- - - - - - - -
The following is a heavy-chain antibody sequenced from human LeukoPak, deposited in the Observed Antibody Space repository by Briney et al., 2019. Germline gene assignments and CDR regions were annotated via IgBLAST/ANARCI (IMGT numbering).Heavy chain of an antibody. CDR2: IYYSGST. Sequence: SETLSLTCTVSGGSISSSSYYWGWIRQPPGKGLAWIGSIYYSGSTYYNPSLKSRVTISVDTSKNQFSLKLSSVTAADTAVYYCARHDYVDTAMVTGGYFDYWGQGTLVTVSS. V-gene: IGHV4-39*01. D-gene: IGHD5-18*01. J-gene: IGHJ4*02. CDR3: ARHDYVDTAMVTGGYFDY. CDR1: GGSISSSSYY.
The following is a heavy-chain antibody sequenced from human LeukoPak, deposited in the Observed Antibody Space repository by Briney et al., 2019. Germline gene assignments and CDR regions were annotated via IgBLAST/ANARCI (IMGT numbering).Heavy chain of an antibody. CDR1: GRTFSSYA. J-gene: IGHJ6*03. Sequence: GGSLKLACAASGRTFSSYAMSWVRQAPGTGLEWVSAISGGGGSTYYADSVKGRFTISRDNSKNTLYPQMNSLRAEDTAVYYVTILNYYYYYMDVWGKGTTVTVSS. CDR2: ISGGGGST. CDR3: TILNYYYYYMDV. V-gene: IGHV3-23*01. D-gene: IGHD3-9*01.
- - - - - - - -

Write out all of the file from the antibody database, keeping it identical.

The following is a heavy-chain antibody sequenced from human LeukoPak, deposited in the Observed Antibody Space repository by Briney et al., 2019. Germline gene assignments and CDR regions were annotated via IgBLAST/ANARCI (IMGT numbering).Heavy chain of an antibody. CDR2: IYYSGST. Sequence: SETLSLTCTVSGGSISSSSYYWGWIRQPPGKGLAWIGSIYYSGSTYYNPSLKSRVTISVDTSKNQFSLKLSSVTAADTAVYYCARHDYVDTAMVTGGYFDYWGQGTLVTVSS. V-gene: IGHV4-39*01. D-gene: IGHD5-18*01. J-gene: IGHJ4*02. CDR3: ARHDYVDTAMVTGGYFDY. CDR1: GGSISSSSYY.
The following is a heavy-chain antibody sequenced from human LeukoPak, deposited in the Observed Antibody Space repository by Briney et al., 2019. Germline gene assignments and CDR regions were annotated via IgBLAST/ANARCI (IMGT numbering).Heavy chain of an antibody. CDR1: GRTFSSYA. J-gene: IGHJ6*03. Sequence: GGSLKLACAASGRTFSSYAMSWVRQAPGTGLEWVSAISGGGGSTYYADSVKGRFTISRDNSKNTLYPQMNSLRAEDTAVYYVTILNYYYYYMDVWGKGTTVTVSS. CDR2: ISGGGGST. CDR3: TILNYYYYYMDV. V-gene: IGHV3-23*01. D-gene: IGHD3-9*01.